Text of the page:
• Payment for that sin was to face a perfect lamb/goat/pigeon (look at a volunteer straight in the eyes) and slit it’s throat once a year at the temple.  Ask: Is that how we say ‘we’re sorry’ or make a wrong right today?

Sin in the New Testament – Read 1 John 1:8-2:3,6

  • Greek word “hamartano” (ham-ar-tan’-o) means “to miss the mark so as not to share in the prize,”…an archery term
  • Bullseye? To be like Jesus = Pleasing God by loving God and loving others
  • Activity: Place the paper bullseyes/dots around the room. Teach how to make a spit ball. Kids use straws and paper to make spit balls and spit through straws trying to the hit the bullseye (they can not move  for the first 2-3 minutes of trying to hit the bullseye with the spitball…then invite the kids to do whatever it takes to hit the bullseye.)
  • Pair Share: When did you hit the bullseye? (when I was closest to the bullseye/target/Jesus…the bullseye never moves, but the students move.) Jesus is the bullseye, not our friends, or anyone else. JESUS!

Judas Sin – Read Mark 14:43-46

  • Judas SIN is that sin that comes at you looking like a friend (not the same for everyone). Judas greeted Jesus in the garden with a kiss (customary greeting of a friend back-in-the-day/like a handshake or a hug today). The meaners did not know which man was Jesus (He didn’t glow or wear white like the paintings and pictures show us. He looked just like everyone else…only his words and actions were different.)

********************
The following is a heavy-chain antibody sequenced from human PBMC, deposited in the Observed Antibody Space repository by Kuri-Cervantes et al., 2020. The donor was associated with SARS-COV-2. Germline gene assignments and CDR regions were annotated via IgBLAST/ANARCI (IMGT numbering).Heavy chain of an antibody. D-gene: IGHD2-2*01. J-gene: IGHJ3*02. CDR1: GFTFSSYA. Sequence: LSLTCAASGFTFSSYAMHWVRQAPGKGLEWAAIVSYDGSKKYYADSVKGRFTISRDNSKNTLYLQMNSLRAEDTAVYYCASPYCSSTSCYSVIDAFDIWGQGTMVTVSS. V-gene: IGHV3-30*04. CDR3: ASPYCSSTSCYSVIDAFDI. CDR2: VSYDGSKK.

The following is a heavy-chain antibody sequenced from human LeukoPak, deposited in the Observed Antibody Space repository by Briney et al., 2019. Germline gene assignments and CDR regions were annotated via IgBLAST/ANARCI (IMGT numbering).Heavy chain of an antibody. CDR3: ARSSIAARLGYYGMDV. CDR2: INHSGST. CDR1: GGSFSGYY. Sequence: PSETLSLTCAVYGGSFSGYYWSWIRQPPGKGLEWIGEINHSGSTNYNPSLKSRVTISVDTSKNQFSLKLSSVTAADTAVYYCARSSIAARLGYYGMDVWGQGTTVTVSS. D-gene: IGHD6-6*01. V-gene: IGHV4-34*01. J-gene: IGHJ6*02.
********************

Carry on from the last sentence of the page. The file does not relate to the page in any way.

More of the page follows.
• I confess to the kids that my Judas Sin (drumrollllllllll…big deal presentation) = Peanut M&Ms (pretty, bright yellow bag, darlin’ size, colorful, yummy…and before I know it, the whole bag is gone.) Ugh!
  • Pair Share: What is your Judas sin? (video games, friends, that something that takes up WAY too much space and WAY too often in your head.)

Boundaries & Free Will – Read 1 Corinthians 10:23-24, Philippians 2:14

  • Using lipstick as I speak…Life and I are pretty when I stay within the boundaries of what is right in God’s sight, and ugly (draw the lipstick way outside the boundaries of my lips) when I don’t stay within the boundaries of what is right in God’s sight.  Wait out the drama of putting on the lipstick…they can’t believe you are going to draw all over your face with lipstick, so when you actually do it, they roar. Note: Have a wet wipe handy…it’s pretty much the only thing that can get lipstick off your face if you plan to run to the grocery store after church.

“God will not reveal His will to the curious, but only to the obedient.” Week 4, Disciple 1